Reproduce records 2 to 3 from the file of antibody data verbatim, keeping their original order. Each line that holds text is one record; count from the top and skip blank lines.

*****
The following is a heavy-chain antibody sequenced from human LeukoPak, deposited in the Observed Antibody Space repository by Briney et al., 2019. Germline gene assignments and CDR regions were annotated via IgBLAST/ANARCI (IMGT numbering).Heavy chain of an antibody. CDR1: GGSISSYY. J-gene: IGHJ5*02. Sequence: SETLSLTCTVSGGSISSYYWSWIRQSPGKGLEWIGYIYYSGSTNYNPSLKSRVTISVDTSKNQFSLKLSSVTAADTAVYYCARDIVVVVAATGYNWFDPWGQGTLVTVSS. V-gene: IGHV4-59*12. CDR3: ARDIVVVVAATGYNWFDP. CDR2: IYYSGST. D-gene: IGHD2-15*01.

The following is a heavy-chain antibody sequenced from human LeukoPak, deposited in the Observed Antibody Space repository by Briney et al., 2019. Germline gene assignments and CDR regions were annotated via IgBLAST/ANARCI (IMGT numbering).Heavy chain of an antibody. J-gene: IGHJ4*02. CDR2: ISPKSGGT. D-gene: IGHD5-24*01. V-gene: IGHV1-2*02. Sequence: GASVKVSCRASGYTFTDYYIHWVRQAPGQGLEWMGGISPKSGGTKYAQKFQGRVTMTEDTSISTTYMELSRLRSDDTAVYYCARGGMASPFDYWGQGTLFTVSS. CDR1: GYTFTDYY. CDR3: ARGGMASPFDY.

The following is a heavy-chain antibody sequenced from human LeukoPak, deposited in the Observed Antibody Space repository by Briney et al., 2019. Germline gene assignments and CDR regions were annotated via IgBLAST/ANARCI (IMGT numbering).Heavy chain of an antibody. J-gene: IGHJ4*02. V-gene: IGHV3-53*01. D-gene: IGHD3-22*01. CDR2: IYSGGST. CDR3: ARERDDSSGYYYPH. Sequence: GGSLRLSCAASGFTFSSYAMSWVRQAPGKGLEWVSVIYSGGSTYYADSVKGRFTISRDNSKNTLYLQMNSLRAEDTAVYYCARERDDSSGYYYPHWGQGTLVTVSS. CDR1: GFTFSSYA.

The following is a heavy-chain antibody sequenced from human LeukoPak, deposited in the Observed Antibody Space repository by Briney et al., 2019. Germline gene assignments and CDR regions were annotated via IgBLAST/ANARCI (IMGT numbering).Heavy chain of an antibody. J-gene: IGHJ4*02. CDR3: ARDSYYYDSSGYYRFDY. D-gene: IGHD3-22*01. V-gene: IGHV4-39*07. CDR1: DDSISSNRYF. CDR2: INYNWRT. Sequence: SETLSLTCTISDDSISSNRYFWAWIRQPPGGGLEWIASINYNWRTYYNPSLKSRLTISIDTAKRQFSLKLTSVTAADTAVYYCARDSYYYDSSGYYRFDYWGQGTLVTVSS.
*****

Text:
The following is a heavy-chain antibody sequenced from human LeukoPak, deposited in the Observed Antibody Space repository by Briney et al., 2019. Germline gene assignments and CDR regions were annotated via IgBLAST/ANARCI (IMGT numbering).Heavy chain of an antibody. J-gene: IGHJ4*02. CDR2: ISPKSGGT. D-gene: IGHD5-24*01. V-gene: IGHV1-2*02. Sequence: GASVKVSCRASGYTFTDYYIHWVRQAPGQGLEWMGGISPKSGGTKYAQKFQGRVTMTEDTSISTTYMELSRLRSDDTAVYYCARGGMASPFDYWGQGTLFTVSS. CDR1: GYTFTDYY. CDR3: ARGGMASPFDY.

The following is a heavy-chain antibody sequenced from human LeukoPak, deposited in the Observed Antibody Space repository by Briney et al., 2019. Germline gene assignments and CDR regions were annotated via IgBLAST/ANARCI (IMGT numbering).Heavy chain of an antibody. J-gene: IGHJ4*02. V-gene: IGHV3-53*01. D-gene: IGHD3-22*01. CDR2: IYSGGST. CDR3: ARERDDSSGYYYPH. Sequence: GGSLRLSCAASGFTFSSYAMSWVRQAPGKGLEWVSVIYSGGSTYYADSVKGRFTISRDNSKNTLYLQMNSLRAEDTAVYYCARERDDSSGYYYPHWGQGTLVTVSS. CDR1: GFTFSSYA.